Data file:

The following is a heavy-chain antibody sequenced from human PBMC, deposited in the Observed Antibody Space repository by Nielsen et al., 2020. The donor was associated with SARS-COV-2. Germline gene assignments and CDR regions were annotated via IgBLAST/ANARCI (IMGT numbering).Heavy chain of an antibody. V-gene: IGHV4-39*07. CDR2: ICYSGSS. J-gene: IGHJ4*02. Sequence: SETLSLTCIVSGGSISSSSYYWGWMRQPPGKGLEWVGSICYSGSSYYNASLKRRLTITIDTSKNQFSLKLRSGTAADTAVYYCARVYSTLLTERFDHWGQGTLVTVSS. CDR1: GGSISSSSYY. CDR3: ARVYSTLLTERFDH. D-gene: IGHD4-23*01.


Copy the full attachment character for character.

The following is a heavy-chain antibody sequenced from human PBMC, deposited in the Observed Antibody Space repository by Nielsen et al., 2020. The donor was associated with SARS-COV-2. Germline gene assignments and CDR regions were annotated via IgBLAST/ANARCI (IMGT numbering).Heavy chain of an antibody. V-gene: IGHV4-39*07. CDR2: ICYSGSS. J-gene: IGHJ4*02. Sequence: SETLSLTCIVSGGSISSSSYYWGWMRQPPGKGLEWVGSICYSGSSYYNASLKRRLTITIDTSKNQFSLKLRSGTAADTAVYYCARVYSTLLTERFDHWGQGTLVTVSS. CDR1: GGSISSSSYY. CDR3: ARVYSTLLTERFDH. D-gene: IGHD4-23*01.